In January 1977, Miller furthered his career when he joined the Duke Ellington Orchestra, led by his son trumpeter Mercer Ellington. Miller was recommended for the job by his friend saxophonist Bill Easley. The job with Ellington brought him to New York City where he began to make a name for himself in the city’s jazz scene.
Miller remained with the group until early 1979 when he joined the rhythm section of singer Betty Carter’s group alongside bassist Curtis Lundy and drummer Greg Bandy. In late 1980, he joined trumpeter Woody Shaw’s group, performing with him until the summer of 1983.
After joining tenor saxophonist Johnny Griffin for a brief tour, Miller joined drummer Art Blakey’s Jazz Messengers, making his debut with the group on 1984’s New York Scene. During his time with Blakey, Miller started to record with several up and coming young jazz musicians including trumpeter Terence Blanchard, tenor saxophonists Donald Harrison, John Stubblefield and Branford Marsalis, alto saxophonist Bobby Watson and vibraphonist Bobby Hutcherson.
In 1985, Miller made his debut recording Keys To The City for producer Orrin Keepnews’s label, Landmark. Starting in 1986, Miller became a member of drummer Tony Williams’ quintet.
While with Williams, Miller pursued a dazzling array of side projects. In 1987, Mulgrew formed the cooperative ensemble Trio Transition with bassist Reggie Workman and drummer Freddie Waits. The group toured throughout Europe and sometimes included alto saxophonist Oliver Lake as a featured soloist.
The same year, Miller began to perform with tenor saxophonist Benny Golson, appearing on his album Stardust. 1987 Mulgrew also performed on trumpeter Wallace Roney’s album Verses and also played with the group Wingspan on a self-titled album. In 1992, when Williams dissolved his group, Mulgrew further focused his attention on these other projects.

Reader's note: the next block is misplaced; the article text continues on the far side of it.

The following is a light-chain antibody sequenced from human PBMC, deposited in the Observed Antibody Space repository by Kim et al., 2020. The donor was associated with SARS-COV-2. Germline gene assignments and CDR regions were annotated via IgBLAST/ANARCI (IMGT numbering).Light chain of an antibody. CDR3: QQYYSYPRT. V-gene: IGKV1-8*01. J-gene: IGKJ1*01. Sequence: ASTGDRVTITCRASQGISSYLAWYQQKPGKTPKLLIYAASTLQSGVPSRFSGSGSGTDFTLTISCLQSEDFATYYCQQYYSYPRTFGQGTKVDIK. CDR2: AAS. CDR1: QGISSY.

Miller toured with the New York Jazz Giants before performing with clarinetist Eddie Daniels and vibraphonist Gary Burton.
Miller continued to lead a trio while working as a sideman on various recordings. In 1993, Mulgrew performed with guitarist Ron Muldrow and tenor saxophone Joe Lovano.
The same year, Miller along with pianists Harold Mabern, James Williams, Geoff Keezer and Donald Brown formed The Contemporary Piano Ensemble. Initially starting after a performance at the 1991 Montreaux Jazz Festival, the group consists of four pianists, with one sitting out, performing simultaneously with a rhythm section. The group performed last in 1996.
1993 also saw Mulgrew performing on bassist Steve Swallow’s album Real Book with Lovano, trumpeter Tom Harrell and drummer Jack DeJohnette. On “Bite Your Grandmother,” DeJohnette plays an opening cadenza before the unison melody of Lovano and Harrell begins the top of the form. With the unrestrained performance of DeJohnette, Miller and Swallow prove to be a reliable and interesting rhythmic partnership with the two men utilizing the upper registers of their instruments to contrast with the dark sound of Lovano. Mulgrew’s solos offer brief, but poignant examples of his harmonic intelligence and aptitude.